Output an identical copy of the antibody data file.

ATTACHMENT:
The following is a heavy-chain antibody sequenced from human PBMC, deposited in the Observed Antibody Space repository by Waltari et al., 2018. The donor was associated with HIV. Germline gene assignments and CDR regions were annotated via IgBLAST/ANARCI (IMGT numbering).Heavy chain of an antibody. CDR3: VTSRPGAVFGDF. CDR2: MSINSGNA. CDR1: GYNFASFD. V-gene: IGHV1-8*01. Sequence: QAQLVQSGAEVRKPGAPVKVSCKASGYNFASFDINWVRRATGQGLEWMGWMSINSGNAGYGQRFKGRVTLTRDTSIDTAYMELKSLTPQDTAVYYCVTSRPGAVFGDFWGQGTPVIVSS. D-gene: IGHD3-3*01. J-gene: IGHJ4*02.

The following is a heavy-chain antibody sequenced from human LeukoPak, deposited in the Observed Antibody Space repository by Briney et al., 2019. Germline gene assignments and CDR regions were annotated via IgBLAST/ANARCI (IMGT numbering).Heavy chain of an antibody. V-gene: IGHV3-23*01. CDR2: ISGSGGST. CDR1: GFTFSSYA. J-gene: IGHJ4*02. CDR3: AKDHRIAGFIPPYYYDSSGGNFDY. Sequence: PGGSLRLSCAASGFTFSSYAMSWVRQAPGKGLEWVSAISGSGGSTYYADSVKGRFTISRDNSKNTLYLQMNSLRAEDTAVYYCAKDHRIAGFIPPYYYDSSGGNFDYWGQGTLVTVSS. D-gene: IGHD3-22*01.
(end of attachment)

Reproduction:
The following is a heavy-chain antibody sequenced from human PBMC, deposited in the Observed Antibody Space repository by Waltari et al., 2018. The donor was associated with HIV. Germline gene assignments and CDR regions were annotated via IgBLAST/ANARCI (IMGT numbering).Heavy chain of an antibody. CDR3: VTSRPGAVFGDF. CDR2: MSINSGNA. CDR1: GYNFASFD. V-gene: IGHV1-8*01. Sequence: QAQLVQSGAEVRKPGAPVKVSCKASGYNFASFDINWVRRATGQGLEWMGWMSINSGNAGYGQRFKGRVTLTRDTSIDTAYMELKSLTPQDTAVYYCVTSRPGAVFGDFWGQGTPVIVSS. D-gene: IGHD3-3*01. J-gene: IGHJ4*02.

The following is a heavy-chain antibody sequenced from human LeukoPak, deposited in the Observed Antibody Space repository by Briney et al., 2019. Germline gene assignments and CDR regions were annotated via IgBLAST/ANARCI (IMGT numbering).Heavy chain of an antibody. V-gene: IGHV3-23*01. CDR2: ISGSGGST. CDR1: GFTFSSYA. J-gene: IGHJ4*02. CDR3: AKDHRIAGFIPPYYYDSSGGNFDY. Sequence: PGGSLRLSCAASGFTFSSYAMSWVRQAPGKGLEWVSAISGSGGSTYYADSVKGRFTISRDNSKNTLYLQMNSLRAEDTAVYYCAKDHRIAGFIPPYYYDSSGGNFDYWGQGTLVTVSS. D-gene: IGHD3-22*01.